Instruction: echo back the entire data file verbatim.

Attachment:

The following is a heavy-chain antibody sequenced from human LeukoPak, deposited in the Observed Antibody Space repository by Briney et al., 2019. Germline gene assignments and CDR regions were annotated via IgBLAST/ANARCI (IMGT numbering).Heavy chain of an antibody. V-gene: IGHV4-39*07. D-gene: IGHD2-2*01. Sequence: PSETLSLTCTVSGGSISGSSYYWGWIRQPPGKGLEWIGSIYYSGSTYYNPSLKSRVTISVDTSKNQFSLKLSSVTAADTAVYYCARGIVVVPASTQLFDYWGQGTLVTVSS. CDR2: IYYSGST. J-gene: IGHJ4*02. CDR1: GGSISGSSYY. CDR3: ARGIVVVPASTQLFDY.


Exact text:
The following is a heavy-chain antibody sequenced from human LeukoPak, deposited in the Observed Antibody Space repository by Briney et al., 2019. Germline gene assignments and CDR regions were annotated via IgBLAST/ANARCI (IMGT numbering).Heavy chain of an antibody. V-gene: IGHV4-39*07. D-gene: IGHD2-2*01. Sequence: PSETLSLTCTVSGGSISGSSYYWGWIRQPPGKGLEWIGSIYYSGSTYYNPSLKSRVTISVDTSKNQFSLKLSSVTAADTAVYYCARGIVVVPASTQLFDYWGQGTLVTVSS. CDR2: IYYSGST. J-gene: IGHJ4*02. CDR1: GGSISGSSYY. CDR3: ARGIVVVPASTQLFDY.